With growth and physical changes, youngsters slowly become more independent as they grow. Dietary options are one of the first decisions they start making on their own. However, they often tend to make poor food choices. Overall, they tend to slip on meeting their daily-recommended amounts of balanced nutrition through their meals. This balance would include adequate amount of carbohydrates (complex and simple), good quality proteins, healthy fats and essential vitamins and minerals with proper dietary fibre and water intake. In fact, young people often have an increased intake of highly processed foods and drinks that are high in sugar, sodium and saturated fats.
Making things even more challenging is the significant decline in physical activity. The extended lockdowns over the last year and a half of the global COVID-19 pandemic that have forced a new culture that includes prolonged virtual sessions leading to lengthened periods of sitting and sedentary behaviour; less indoor space; and also a general cultural void when it comes to physical activity and fitness. Because of this, vulnerability related to metabolic and chronic issues that include obesity, early onset of type 2 diabetes, hypertension, dyslipidemia and many more, has obviously grown.
But there is a silver lining. Many young people want to be healthier, it is just that they do not know where to start. For this, the first step is to figure out areas for improvement. A proper analysis works best with the help of a health care professional. Till then, ditch chronic dieting, food guilt and meal skipping. In addition, one should be committed to making healthy changes starting today.
Small Steps to Build Healthier Youth
The biggest motivation towards healthy change is the inner discomfort due to higher weight or chronic health problems. Small changes make a big difference for achieving a healthier lifestyle. Lasting changes rarely take place overnight. Focus on daily choices to move toward a healthier you. A few small steps can be:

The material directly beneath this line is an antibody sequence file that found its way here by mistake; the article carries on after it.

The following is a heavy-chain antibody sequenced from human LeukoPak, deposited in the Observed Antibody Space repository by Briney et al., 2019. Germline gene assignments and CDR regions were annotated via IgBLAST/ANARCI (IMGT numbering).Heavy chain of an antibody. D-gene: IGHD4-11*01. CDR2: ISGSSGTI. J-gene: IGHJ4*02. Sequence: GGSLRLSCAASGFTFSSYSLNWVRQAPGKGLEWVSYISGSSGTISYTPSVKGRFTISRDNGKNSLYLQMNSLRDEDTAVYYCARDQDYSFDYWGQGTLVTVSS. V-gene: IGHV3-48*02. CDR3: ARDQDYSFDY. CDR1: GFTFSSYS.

- A balanced diet: Skip on all the FAD diets. Go natural as much as possible with whole grains; nuts – oil seeds; all seasonal fruits and vegetables; organic milk and milk products; lean meat and chicken; eggs and fish. An adequate proportion of all food groups is a must in your diet.
- Choose your snacks wisely: roasted Bengal gram; puffed barley or jowar; Hummus spread; no-oil baked soya sticks; sautéed vegetables; fruit salad or smoothies and many more are best to include as a snack option. These are not only satisfying in dealing with hunger pangs that crop up in between meals but are also healthy.
- Track your food intake: Consuming extra calories can lead to weight gain over the course of a year. One should keep a track on actual calorie requirement based on one’s physical activity and current weight. Just by controlling your portions you can ensure meeting your requirement through every bite.
- Stay active: A walk for 30–60 minutes or 30 minutes strength training or jogging is must. You can even go for power yoga sessions so that you can build your stamina and immunity.
- Frequent and smaller meals: Be particular about your meal timing with small portions consumed frequently, for better metabolic functioning.
- Prepare food at home. Home-cooked meals are often lower in calories and have more variety than restaurant meals or packaged meals, so eat home-made food whenever possible. In case of non-availability of home cooked food, check on food labels wisely and make intelligent and healthy choices when you order food or eat out.
- Understanding food labels: Check on the content of packaged foods based on your body type and acceptance. Always count calories in accordance with serving size. Study the quality of nutrition content and sources used in the food. Focus on getting more fiber, vitamin D, calcium, iron and potassium. When choosing a food, 10% of these individual nutrients is good, while 20% or more is excellent.